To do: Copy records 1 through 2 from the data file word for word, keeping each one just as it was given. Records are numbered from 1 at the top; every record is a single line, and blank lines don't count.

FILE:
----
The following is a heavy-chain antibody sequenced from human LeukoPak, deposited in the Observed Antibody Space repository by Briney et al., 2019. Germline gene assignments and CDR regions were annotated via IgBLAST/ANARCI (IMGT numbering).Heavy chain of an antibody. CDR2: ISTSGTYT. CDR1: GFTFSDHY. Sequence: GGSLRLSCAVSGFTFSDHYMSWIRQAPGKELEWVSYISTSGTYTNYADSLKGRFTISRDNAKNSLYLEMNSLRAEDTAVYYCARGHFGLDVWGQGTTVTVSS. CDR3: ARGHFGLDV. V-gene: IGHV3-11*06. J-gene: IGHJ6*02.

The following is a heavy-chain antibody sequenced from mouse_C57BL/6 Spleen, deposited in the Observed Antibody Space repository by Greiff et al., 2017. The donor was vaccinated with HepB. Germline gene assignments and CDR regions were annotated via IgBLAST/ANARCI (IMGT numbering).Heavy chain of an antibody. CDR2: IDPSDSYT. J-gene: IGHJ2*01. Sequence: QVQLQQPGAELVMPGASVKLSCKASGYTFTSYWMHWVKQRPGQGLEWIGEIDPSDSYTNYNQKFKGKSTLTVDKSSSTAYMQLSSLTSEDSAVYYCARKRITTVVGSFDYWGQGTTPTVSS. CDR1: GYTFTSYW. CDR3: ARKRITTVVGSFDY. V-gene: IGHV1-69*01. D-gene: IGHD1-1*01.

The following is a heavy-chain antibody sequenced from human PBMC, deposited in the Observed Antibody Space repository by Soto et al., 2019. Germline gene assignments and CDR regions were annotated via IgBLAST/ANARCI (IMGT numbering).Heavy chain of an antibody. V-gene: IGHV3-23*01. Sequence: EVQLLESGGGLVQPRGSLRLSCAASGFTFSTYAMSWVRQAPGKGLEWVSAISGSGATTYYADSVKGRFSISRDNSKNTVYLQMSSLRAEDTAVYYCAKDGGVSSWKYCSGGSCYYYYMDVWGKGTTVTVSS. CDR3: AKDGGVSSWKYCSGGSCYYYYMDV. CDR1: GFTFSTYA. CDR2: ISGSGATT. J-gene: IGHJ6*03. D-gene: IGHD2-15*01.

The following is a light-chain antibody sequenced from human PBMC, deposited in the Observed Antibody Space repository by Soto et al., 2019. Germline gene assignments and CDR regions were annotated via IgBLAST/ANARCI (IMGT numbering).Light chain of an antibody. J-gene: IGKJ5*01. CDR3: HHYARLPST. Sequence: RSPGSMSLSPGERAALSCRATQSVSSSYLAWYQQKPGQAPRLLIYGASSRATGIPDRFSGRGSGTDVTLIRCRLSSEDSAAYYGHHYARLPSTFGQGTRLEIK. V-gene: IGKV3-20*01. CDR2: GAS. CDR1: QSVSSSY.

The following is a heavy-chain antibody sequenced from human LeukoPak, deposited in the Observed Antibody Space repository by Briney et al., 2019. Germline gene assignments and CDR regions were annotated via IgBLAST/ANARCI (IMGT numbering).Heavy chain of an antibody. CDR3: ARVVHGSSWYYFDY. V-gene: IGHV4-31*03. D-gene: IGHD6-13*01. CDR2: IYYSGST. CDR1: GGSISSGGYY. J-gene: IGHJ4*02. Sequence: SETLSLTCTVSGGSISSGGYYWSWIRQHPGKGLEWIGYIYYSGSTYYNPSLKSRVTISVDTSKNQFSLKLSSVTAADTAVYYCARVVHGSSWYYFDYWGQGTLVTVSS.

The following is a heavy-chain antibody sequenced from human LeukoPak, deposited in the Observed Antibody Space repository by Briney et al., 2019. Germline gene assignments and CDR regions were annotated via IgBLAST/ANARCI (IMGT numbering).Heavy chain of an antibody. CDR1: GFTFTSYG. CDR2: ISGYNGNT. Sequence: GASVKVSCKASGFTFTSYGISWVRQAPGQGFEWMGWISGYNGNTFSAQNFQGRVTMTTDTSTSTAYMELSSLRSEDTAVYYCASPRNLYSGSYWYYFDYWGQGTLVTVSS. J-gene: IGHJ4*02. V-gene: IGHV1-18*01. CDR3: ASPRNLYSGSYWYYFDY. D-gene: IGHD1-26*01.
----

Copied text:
The following is a heavy-chain antibody sequenced from human LeukoPak, deposited in the Observed Antibody Space repository by Briney et al., 2019. Germline gene assignments and CDR regions were annotated via IgBLAST/ANARCI (IMGT numbering).Heavy chain of an antibody. CDR2: ISTSGTYT. CDR1: GFTFSDHY. Sequence: GGSLRLSCAVSGFTFSDHYMSWIRQAPGKELEWVSYISTSGTYTNYADSLKGRFTISRDNAKNSLYLEMNSLRAEDTAVYYCARGHFGLDVWGQGTTVTVSS. CDR3: ARGHFGLDV. V-gene: IGHV3-11*06. J-gene: IGHJ6*02.

The following is a heavy-chain antibody sequenced from mouse_C57BL/6 Spleen, deposited in the Observed Antibody Space repository by Greiff et al., 2017. The donor was vaccinated with HepB. Germline gene assignments and CDR regions were annotated via IgBLAST/ANARCI (IMGT numbering).Heavy chain of an antibody. CDR2: IDPSDSYT. J-gene: IGHJ2*01. Sequence: QVQLQQPGAELVMPGASVKLSCKASGYTFTSYWMHWVKQRPGQGLEWIGEIDPSDSYTNYNQKFKGKSTLTVDKSSSTAYMQLSSLTSEDSAVYYCARKRITTVVGSFDYWGQGTTPTVSS. CDR1: GYTFTSYW. CDR3: ARKRITTVVGSFDY. V-gene: IGHV1-69*01. D-gene: IGHD1-1*01.